The Court identified two significant substantive and procedural deficiencies in the arbitration that merited a new arbitration. First, the arbitrator mischaracterized the expert testimony to find expert support for the proposition that the oily substance had settled on the bottom of nearby waterways and was churned up by Superstorm Sandy. The Court found that the arbitrator’s erroneous perception of the facts in the record based on the defendant’s late expert report rendered the agency’s decision “arbitrary and capricious” and therefore infirm. Second, the Court found that the arbitrator’s decision to bar US Masters from presenting evidence to rebut the NJDEP’s late expert report further raised fundamental “due process” and fairness concerns sufficient to reverse the award.
In its decision, the Court makes reference to the typically deferential standard of review applicable to arbitration decisions. Generally, under the New Jersey Arbitration Act and the Federal Arbitration Act, arbitration awards may only be overturned on the basis of bias, fraud, corruption, or “undue means.” Although none of these bases was applied in this case, the arbitration award was still overturned.
The Supreme Court has faced similar issues in earlier cases. In Perini v. Greate Bay Hotel and Casino, the Court determined in 1992 that undue means could encompass “egregious errors of law” by an arbitrator, paving the way for countless appeals. The Court reversed itself two years later in Tretina Printing v. Fitzpatrick and Associates, overturning its own ruling that a mistake of law or fact was sufficient to overturn an arbitration award, and stating that only misconduct by the arbitrator could effectively be used to overturn an arbitration award.
In US Masters, it appears that the Court may have taken a step back through the Perini door. While Justice LaVecchia’s decision may not have been as explicit as it should have been, it is important to note that the New Jersey Arbitration Act and the Federal Arbitration Act generally apply to agreements to arbitrate entered into by parties. Those statutes clearly provide that an arbitration decision may not be overturned due to a mistake of fact or law by an arbitrator or arbitration panel. US Masters involved a public agency arbitration that becomes, in effect, the final agency decision on the action. The law provides that judicial review of the arbitration decision is direct to the Appellate Division like any other final agency decision. Thus, the Supreme Court noted in US Masters that such agency decisions are reviewed pursuant to the “arbitrary and capricious” standard, and that this decision based on erroneous and unsupported facts and expert findings, was, in fact, both arbitrary and capricious.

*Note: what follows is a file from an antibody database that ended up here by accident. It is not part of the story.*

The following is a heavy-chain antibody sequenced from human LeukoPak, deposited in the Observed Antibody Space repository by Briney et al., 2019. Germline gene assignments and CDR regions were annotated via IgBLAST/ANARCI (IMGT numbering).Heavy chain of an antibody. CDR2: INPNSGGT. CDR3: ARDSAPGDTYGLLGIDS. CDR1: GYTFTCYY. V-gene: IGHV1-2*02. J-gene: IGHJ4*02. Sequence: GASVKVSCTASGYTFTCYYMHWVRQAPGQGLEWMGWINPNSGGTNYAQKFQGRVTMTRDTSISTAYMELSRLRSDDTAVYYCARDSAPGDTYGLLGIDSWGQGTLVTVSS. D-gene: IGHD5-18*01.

What makes the decision in the US Masters case interesting is that although at first blush the Court’s ruling does not generally apply to all arbitration matters, Justice LaVecchia’s reference to arbitration in the latter part of her decision, coupled with her failure to explicitly limit her decision to Spill Act cases, may have opened the door to apply the rationales expressed in US Masters to non-Spill Act arbitration cases.
Please contact the author of this Alert, Alan S. Pralgever, with questions or for additional information.